eFigure 7. Proportional Cardiometabolic Disease Mortality Associated With Suboptimal Dietary Habits in the US in 2012 by Age, Sex, and Education
eFigure 8. Cardiometabolic Deaths per 1 Million Adults Associated With Dietary Habits in the US in 2002 and 2012 and Change in Proportional Cardiometabolic Disease Mortality and Dietary Intakes Between 2002 and 2012
eFigure 9. Absolute and Proportional Cardiometabolic Disease Mortality Associated With Suboptimal Dietary Habits in the US in 2002 Overall, and by Gender
eFigure 10. Absolute and Proportional Cardiometabolic Disease Mortality Associated With Overall Suboptimal Diet in the US in 2002 by Population Subgroups
eFigure 11. Proportional Cardiometabolic Disease Mortality Associated With Suboptimal Dietary Habits in the US in 2002 by Age
eFigure 12. Absolute Cardiometabolic Disease Mortality Associated With Suboptimal Dietary Habits in the US in 2002 by Race
eFigure 13. Absolute Cardiometabolic Disease Mortality Associated With Suboptimal Dietary Habits in the US in 2002 by Education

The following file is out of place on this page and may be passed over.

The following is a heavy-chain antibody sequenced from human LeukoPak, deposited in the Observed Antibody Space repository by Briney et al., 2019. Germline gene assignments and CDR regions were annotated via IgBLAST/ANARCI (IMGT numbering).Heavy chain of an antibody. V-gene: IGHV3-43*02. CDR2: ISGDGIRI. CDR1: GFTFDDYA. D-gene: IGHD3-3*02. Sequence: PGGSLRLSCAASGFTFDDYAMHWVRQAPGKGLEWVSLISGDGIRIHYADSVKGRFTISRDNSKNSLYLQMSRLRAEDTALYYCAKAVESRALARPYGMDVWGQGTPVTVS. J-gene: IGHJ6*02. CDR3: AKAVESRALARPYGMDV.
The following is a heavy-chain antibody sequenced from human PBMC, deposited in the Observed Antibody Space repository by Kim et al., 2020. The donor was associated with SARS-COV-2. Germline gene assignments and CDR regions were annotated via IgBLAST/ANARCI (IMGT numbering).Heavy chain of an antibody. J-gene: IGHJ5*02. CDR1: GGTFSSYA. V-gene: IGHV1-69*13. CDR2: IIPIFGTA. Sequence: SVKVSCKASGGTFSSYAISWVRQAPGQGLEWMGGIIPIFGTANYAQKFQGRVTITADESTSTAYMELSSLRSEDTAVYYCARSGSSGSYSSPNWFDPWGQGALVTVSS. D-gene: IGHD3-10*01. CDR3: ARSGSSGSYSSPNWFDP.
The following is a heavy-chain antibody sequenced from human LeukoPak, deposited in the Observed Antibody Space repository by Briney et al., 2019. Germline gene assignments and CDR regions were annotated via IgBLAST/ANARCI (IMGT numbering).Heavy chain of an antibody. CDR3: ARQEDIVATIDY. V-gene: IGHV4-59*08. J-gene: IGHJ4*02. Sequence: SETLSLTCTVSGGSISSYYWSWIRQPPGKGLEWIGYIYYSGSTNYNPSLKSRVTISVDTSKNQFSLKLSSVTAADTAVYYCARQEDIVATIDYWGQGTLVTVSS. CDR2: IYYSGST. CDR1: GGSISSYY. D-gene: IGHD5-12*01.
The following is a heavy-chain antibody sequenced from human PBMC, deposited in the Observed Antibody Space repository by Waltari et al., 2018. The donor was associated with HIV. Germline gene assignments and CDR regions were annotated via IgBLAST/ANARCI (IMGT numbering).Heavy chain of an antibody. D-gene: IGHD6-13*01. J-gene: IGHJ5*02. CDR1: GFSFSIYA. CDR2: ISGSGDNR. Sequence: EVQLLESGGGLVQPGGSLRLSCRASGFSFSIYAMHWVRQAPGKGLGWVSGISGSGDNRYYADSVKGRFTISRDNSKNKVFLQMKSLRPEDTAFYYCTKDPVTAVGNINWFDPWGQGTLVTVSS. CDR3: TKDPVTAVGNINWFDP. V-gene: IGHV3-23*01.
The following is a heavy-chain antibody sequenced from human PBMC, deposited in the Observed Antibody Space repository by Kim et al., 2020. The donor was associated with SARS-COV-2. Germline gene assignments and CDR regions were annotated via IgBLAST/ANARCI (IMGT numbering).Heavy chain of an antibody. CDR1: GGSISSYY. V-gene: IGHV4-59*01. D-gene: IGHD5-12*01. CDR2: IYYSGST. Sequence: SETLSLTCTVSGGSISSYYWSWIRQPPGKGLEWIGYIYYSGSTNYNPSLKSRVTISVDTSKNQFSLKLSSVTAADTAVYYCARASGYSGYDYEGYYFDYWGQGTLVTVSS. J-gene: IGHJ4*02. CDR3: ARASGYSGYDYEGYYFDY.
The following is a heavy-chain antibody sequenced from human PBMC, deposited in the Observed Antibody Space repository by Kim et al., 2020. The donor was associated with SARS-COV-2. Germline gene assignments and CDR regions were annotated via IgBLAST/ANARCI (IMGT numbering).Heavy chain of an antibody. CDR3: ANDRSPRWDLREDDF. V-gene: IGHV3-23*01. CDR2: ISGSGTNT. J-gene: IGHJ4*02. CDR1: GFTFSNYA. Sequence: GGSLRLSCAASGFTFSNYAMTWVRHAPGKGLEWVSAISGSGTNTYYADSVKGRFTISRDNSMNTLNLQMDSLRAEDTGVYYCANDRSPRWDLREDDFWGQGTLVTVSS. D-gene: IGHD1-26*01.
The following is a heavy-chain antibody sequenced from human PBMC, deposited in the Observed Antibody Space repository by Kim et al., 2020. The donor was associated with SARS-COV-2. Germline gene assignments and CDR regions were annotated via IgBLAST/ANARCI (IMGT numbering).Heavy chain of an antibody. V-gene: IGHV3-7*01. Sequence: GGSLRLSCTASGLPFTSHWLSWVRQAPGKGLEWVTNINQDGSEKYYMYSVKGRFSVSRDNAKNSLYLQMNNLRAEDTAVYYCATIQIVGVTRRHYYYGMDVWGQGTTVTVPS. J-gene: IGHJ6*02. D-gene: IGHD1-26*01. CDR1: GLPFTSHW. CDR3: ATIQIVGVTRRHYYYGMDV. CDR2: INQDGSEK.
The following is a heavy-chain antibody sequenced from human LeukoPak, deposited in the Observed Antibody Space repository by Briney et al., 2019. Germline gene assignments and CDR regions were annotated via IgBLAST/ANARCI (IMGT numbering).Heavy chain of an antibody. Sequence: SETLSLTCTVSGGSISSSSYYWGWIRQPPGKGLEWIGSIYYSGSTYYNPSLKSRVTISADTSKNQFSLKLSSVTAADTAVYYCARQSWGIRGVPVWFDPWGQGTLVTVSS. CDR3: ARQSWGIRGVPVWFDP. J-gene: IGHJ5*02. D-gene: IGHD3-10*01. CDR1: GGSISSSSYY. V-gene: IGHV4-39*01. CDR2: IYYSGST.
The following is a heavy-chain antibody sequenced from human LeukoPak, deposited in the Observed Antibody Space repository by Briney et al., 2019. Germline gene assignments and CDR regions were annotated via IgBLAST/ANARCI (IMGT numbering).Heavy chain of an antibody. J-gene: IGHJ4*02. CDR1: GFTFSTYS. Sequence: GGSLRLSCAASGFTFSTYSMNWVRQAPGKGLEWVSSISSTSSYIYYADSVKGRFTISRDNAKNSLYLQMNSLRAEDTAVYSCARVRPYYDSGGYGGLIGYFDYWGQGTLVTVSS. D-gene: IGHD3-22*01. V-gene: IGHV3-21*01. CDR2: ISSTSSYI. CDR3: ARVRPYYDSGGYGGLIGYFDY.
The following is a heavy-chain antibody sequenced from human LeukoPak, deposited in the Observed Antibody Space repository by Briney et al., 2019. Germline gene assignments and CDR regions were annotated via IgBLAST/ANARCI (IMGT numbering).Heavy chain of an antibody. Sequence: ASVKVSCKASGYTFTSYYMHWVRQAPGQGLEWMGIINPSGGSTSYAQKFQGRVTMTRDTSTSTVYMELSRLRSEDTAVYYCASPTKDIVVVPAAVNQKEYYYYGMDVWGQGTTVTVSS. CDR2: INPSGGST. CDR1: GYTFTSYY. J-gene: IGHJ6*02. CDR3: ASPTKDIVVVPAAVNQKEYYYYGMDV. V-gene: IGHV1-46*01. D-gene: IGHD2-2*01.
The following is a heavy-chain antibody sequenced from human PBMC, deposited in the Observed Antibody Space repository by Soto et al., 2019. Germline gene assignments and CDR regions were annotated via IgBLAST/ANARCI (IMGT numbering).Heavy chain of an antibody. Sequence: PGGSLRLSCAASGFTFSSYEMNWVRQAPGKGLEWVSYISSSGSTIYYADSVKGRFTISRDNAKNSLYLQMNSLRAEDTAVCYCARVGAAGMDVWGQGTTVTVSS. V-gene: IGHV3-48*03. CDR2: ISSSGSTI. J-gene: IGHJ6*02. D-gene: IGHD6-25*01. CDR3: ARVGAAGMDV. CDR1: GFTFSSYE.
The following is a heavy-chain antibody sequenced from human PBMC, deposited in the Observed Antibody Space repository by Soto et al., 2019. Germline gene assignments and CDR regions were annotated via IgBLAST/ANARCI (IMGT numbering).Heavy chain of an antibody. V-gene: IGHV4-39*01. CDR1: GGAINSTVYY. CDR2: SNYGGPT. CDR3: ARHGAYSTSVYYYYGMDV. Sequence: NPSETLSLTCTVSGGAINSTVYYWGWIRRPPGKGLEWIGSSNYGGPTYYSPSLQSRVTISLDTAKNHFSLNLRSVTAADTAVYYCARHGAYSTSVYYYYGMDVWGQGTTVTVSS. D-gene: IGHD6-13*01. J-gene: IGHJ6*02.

eFigure 14. Proportional Cardiometabolic Disease Mortality Associated With Suboptimal Dietary Habits in the US in 2002 by Population Subgroups
eFigure 15. Proportional Cardiometabolic Disease Mortality Associated With Suboptimal Dietary Habits in the US in 2002 by Age, Sex, and Race
eFigure 16. Proportional Cardiometabolic Disease Mortality Associated With Suboptimal Dietary Habits in the US in 2002 by Age, Sex, and Education
eFigure 17. Proportional Cardiometabolic Disease Mortality Associated With Sugar-Sweetened Beverages, Nuts/Seeds and Sodium by Age in 2002 and 2012
eFigure 18. Proportional Diabetes and Cardiometabolic Disease Mortality Associated With Sugar-Sweetened Beverages and Overall Suboptimal Diet in 2012 for Direct and BMI-Mediated vs. Total Diabetes Effects